How the New Science of Computational History Is Changing the Study of the Past
Applying network theory to medieval records suggests that historical events are governed by “laws of history,” just as nature is bound by the laws of physics.
One of the curious features of network science is that the same networks underlie entirely different phenomena. As a result, these phenomena have deep similarities that are far from obvious at first glance. Good examples include the spread of disease, the size of forest fires, and even the distribution of earthquake magnitude, which all follow a similar pattern. This is a direct result of their sharing the same network structure.
So it’s usually no surprise that the same “laws” emerge when physicists find the same networks underlying other phenomena. Exactly this has happened repeatedly in the social sciences. Network science now allows social scientists to model societies, to study the way ideas, gossip, fashions, and so on flow through society—and even to study how this influences opinion.
To do this they’ve used the tools developed to study other disciplines. That’s why the new field of computational social science has become so powerful so quickly.
But there’s another field of endeavor that also stands to benefit: the study of history. Throughout history, humans have formed networks that have played a profound role in the way events have unfolded. Historians have recently begun to reconstruct these networks using historical sources such as correspondence and contemporary records.
Today, Johannes Preiser-Kapeller at the Austrian Academy of Science in Vienna explains how this approach is casting a new light on various historical events. Indeed, the work has uncovered previously unknown patterns in the way history unfolds. In the same way that patterns in nature reveal the laws of physics, these discoveries are revealing the first laws of history.
Preiser-Kapeller has focused on medieval conflicts and particularly those relating to the Byzantine Empire in the 14th century, which was concentrated around Constantinople, a link between European and Asian trade networks. This was a period of significant conflict because of changing political forces, the plague, and climate change caused by a small ice age during the Middle Ages.
Preiser-Kapeller has reconstructed the political networks that existed at the time using surviving correspondence and other historical records. In these networks, each influential individual is a node, and links are drawn between those who share significant relationships. To be registered on the network, these links have to be recorded in correspondence with phrases such as My noble aunt or My imperial cousin. He also records how these change over time.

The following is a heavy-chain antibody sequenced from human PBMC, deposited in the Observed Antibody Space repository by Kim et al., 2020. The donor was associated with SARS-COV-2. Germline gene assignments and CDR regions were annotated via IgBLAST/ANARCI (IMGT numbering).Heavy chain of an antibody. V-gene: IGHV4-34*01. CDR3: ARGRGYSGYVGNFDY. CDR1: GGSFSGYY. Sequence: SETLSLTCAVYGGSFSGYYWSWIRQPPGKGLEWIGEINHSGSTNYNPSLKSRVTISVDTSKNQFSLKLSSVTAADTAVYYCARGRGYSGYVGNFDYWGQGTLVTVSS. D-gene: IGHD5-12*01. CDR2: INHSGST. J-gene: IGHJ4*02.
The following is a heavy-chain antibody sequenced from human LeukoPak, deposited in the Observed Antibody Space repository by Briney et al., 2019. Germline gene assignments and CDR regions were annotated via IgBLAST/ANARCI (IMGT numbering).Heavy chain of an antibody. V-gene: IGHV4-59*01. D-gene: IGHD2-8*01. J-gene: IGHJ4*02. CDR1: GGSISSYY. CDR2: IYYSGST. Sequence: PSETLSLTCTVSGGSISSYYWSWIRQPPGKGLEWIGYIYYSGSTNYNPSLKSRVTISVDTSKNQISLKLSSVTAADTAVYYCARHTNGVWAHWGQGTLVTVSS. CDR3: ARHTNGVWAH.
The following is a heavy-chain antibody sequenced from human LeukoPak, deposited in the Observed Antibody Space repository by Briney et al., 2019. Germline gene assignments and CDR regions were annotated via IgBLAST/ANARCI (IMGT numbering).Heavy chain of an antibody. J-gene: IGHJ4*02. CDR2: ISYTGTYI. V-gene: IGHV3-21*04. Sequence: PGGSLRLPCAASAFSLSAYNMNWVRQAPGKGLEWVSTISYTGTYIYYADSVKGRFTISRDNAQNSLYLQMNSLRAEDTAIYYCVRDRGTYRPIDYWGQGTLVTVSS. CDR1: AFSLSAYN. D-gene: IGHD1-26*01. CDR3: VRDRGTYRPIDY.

Using standard algorithms to study various measures of network structure, Preiser-Kapeller found clusters within the network, identified the most important actors in a network, and examined how individuals clustered around others who were similar in some way.
How these measures change over time turns out to have an important link to the major events that unfolded later. For example, Preiser-Kapeller says, the fragmentation of the political network created the conditions for a civil war that permanently weakened the Byzantine Empire. It ultimately collapsed in 1453.
These changes also followed some interesting patterns. “The distribution of frequencies of the number of conflict ties activated in a year tends to follow a power law,” says Preiser-Kapeller. Exactly the same power-law patterns emerge when complexity scientists study the size distribution of wars, epidemics, and religions.
An interesting question is whether the same patterns turn up elsewhere in history. To find out, he compared the Byzantium network with those from five other periods of medieval conflict in Europe, Africa, and Asia.
And the results make for interesting reading. “On average across all five polities, a change of ruler in one year increased the probability for another change in the following year threefold,” says Preiser-Kapeller. So the closer you are to an upheaval, the more likely there is to be another one soon. Or in other words, upheavals tend to cluster together.
That’s a rule that should sound familiar to geophysicists. A similar phenomenon exists in earthquake records: the more recent a big earthquake, the greater the likelihood of another big one soon. This is known as Omori’s law—that earthquakes tend to cluster together.
It’s no surprise that similar effects arise in these systems, since they are both governed by the same network science. Historians would be well within their rights to adopt this and other patterns as “laws of history.”
These laws are ripe for further study. While the complexity that arises from network theory in many areas of science has been studied for decades, there has been almost no such research in the field of history. That suggests there is low-hanging fruit to be had by the first generation of computational historians, like Preiser-Kapeller. Expect to hear more about it the near future.
Ref: arxiv.org/abs/1606.03433 : Calculating the Middle Ages? The Project “Complexities and Networks in the Medieval Mediterranean and the Near East”